The underlying andragogy described by Dalsgaard (2006) asserted that social software tools, such as wikis, support a social constructivist approach to e-learning. Learners incorporate collaborative tools in order to engage in social networking activities. Consequently, learners direct their personal problem-solving process within the context of a social environment. Social constructivism emphasizes the importance that the learner must be actively engaged in the learning process. Counter-prevailing viewpoints that are professor-centric suggest that the teacher is responsible and accountable for delivering knowledge, requiring only passive learning from the learner. In this study, the motivation for engaging communities in the application and use of wikis is scoped to the educational sector alone. Often, the findings within work and practice-based environments do not stand up to the test of validity and reproducibility of empirical experiments. Content, communication, and collaboration comprise three critical dimensions to evaluate the value of learning within the social context of a wiki.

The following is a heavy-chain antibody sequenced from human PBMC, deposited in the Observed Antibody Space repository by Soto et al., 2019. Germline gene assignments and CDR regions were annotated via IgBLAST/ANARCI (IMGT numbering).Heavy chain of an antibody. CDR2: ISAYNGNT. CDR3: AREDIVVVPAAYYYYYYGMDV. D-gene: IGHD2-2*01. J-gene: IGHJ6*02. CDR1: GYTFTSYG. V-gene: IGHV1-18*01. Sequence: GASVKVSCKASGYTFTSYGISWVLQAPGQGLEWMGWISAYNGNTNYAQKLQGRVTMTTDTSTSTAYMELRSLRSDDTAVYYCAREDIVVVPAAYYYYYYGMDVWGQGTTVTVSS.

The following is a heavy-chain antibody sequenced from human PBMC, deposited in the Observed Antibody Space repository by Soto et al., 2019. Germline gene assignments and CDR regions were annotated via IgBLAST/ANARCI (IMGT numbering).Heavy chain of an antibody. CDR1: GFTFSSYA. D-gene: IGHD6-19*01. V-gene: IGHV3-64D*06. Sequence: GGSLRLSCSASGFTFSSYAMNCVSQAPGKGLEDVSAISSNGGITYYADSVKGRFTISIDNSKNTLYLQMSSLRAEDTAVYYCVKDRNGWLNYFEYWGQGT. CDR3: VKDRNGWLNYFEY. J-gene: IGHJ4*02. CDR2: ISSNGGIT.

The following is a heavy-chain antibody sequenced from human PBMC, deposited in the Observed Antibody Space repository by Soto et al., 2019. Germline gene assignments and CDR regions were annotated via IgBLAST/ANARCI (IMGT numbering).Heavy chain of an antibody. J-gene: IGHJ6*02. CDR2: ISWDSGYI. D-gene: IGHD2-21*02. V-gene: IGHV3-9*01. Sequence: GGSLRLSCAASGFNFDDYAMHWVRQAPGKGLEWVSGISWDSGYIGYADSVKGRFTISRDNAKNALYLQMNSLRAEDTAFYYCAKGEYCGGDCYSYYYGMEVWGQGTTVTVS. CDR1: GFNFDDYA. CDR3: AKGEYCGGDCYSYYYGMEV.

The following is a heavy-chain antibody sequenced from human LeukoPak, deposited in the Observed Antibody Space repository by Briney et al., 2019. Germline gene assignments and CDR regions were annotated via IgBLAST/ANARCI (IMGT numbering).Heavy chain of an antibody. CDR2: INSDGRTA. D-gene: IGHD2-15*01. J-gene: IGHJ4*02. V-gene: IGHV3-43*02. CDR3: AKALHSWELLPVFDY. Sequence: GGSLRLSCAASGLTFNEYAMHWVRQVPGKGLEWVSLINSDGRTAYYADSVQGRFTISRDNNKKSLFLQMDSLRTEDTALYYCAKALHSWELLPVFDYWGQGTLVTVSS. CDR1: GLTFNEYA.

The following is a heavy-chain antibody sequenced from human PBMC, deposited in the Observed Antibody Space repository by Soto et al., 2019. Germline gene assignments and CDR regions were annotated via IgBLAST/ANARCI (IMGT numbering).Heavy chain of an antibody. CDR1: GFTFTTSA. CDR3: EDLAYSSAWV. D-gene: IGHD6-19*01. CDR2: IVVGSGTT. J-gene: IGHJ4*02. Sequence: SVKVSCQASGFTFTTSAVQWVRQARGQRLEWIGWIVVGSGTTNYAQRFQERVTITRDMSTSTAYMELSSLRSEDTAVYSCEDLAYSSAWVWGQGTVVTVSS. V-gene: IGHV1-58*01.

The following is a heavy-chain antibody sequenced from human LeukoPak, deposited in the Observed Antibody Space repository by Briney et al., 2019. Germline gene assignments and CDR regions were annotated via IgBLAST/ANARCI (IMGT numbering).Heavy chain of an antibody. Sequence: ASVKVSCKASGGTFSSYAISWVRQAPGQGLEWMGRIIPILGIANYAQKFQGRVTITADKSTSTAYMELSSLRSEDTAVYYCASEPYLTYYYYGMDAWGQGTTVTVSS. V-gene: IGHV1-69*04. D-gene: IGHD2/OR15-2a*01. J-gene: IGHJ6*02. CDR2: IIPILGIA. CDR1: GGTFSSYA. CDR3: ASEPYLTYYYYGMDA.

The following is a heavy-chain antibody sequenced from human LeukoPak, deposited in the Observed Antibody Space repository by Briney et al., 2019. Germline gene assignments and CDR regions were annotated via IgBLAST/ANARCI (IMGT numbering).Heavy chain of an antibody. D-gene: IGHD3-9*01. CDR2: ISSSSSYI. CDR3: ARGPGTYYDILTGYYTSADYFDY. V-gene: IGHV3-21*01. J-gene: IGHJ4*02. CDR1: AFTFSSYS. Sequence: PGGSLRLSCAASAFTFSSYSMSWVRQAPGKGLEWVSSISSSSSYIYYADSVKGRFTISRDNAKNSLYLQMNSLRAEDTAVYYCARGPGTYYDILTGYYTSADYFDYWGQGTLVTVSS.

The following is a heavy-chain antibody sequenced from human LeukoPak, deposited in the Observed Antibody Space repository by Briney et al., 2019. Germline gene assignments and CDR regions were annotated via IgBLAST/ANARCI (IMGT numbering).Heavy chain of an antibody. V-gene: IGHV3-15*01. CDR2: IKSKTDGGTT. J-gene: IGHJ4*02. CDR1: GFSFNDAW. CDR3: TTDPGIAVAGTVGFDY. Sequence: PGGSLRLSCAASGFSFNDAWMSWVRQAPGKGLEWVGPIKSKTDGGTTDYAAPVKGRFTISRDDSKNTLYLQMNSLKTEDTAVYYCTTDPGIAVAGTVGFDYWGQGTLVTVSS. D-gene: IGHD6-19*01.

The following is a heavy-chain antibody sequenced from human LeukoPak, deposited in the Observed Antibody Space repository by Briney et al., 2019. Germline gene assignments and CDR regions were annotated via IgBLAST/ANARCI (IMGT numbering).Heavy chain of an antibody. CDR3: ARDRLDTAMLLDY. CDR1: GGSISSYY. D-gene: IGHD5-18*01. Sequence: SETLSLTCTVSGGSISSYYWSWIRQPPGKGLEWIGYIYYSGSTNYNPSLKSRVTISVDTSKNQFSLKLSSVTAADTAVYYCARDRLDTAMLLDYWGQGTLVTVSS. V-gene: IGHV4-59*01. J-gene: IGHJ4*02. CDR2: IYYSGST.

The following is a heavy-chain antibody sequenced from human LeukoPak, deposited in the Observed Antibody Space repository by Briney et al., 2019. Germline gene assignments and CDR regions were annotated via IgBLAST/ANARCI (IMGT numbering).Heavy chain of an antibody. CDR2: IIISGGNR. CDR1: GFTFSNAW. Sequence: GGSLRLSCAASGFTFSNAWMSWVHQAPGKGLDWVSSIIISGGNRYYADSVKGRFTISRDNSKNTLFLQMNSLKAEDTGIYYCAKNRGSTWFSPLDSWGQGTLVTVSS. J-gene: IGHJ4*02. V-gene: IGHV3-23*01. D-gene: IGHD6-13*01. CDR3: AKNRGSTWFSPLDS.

Barton, M. (2008). Is there a wiki in this class? Wikibooks and the future of Higher Education. In R. Cummings & M. Barton (Eds.), Wiki writing: Collaborative learning in the college classroom (pp. 175-193). Ann Arbor, MI: University of Michigan Press. Retrieved from http://quod.lib.umich.edu/cgi/t/text/text-idx?c=dcbooks;idno=5871848.0001.001;rgn=div1;view=text;cc=dcbooks;xc=1;g=dculture;node=5871848.0001.001%3A6
Cubic, M. (2007). Wiki-based framework for blended learning. In Proceedings of the 2007 International Symposium on Wikis (WikiSym ’07). New York, NY: ACM. Retrieved from http://www.wikisym.org/ws2007/_publish/Cubric_WikiSym2007_BlendedLearningFramework.pdf
Dalsgaard C. (2006). Social software: E‐learning beyond learning management systems. European Journal of Open, Distance and Elearning, Volume II. Retrieved on January 10, 2012 from: http://www.eurodl.org/index.php?article=228.
Gravett, S. & Petersen, N. (2002). Structuring dialogue with students via learning tasks. Innovative Higher Education, 26(4), 281-291.
Novak, J. & Patterson E. (1998). Just-In-Time teaching: Active learner pedagogy with WWW. In J. Gil-Mendieta & M. H. Hanza (Eds.), Proceedings of the IASTED International Conference on Computers and Advanced Technology in Education (CATE ’98). May 27 -30, Cancun, Mexico. Anaheim, CA: IASTED/ACTA Press. (pp. 130-133).
Vie, S., & deWinter, J. (2008). Disrupting intellectual property: Collaboration and resistance in wikis. In R. Cummings & M. Barton (Eds.), Wiki writing: Collaborative learning in the college classroom (pp. 109-122). Ann Arbor, MI: University of Michigan Press. Retrieved from http://quod.lib.umich.edu/cgi/t/text/text-idx?c=dcbooks;idno=5871848.0001.001;rgn=div1;view=text;cc=dcbooks;xc=1;g=dculture;node=5871848.0001.001%3A5
Vygotsky, L.S. (1978). Mind in society: The development of higher psychological processes. Cambridge, MA: Harvard University Press.